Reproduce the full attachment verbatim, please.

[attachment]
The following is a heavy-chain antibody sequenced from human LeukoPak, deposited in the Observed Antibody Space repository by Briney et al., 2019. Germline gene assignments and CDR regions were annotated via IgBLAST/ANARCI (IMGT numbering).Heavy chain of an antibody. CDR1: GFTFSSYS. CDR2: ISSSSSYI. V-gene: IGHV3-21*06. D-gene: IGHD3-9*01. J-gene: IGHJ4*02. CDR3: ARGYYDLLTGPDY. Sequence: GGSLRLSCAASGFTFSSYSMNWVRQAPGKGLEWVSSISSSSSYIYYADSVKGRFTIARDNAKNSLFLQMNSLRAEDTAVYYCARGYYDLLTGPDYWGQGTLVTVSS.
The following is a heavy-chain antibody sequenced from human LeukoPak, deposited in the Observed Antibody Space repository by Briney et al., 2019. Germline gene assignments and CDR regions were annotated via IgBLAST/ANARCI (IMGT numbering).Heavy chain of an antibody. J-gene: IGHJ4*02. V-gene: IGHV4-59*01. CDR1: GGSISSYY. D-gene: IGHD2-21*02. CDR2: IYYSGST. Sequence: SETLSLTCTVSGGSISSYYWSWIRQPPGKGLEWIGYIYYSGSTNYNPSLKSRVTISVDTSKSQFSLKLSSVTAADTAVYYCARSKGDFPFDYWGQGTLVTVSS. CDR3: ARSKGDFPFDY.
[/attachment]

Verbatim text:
The following is a heavy-chain antibody sequenced from human LeukoPak, deposited in the Observed Antibody Space repository by Briney et al., 2019. Germline gene assignments and CDR regions were annotated via IgBLAST/ANARCI (IMGT numbering).Heavy chain of an antibody. CDR1: GFTFSSYS. CDR2: ISSSSSYI. V-gene: IGHV3-21*06. D-gene: IGHD3-9*01. J-gene: IGHJ4*02. CDR3: ARGYYDLLTGPDY. Sequence: GGSLRLSCAASGFTFSSYSMNWVRQAPGKGLEWVSSISSSSSYIYYADSVKGRFTIARDNAKNSLFLQMNSLRAEDTAVYYCARGYYDLLTGPDYWGQGTLVTVSS.
The following is a heavy-chain antibody sequenced from human LeukoPak, deposited in the Observed Antibody Space repository by Briney et al., 2019. Germline gene assignments and CDR regions were annotated via IgBLAST/ANARCI (IMGT numbering).Heavy chain of an antibody. J-gene: IGHJ4*02. V-gene: IGHV4-59*01. CDR1: GGSISSYY. D-gene: IGHD2-21*02. CDR2: IYYSGST. Sequence: SETLSLTCTVSGGSISSYYWSWIRQPPGKGLEWIGYIYYSGSTNYNPSLKSRVTISVDTSKSQFSLKLSSVTAADTAVYYCARSKGDFPFDYWGQGTLVTVSS. CDR3: ARSKGDFPFDY.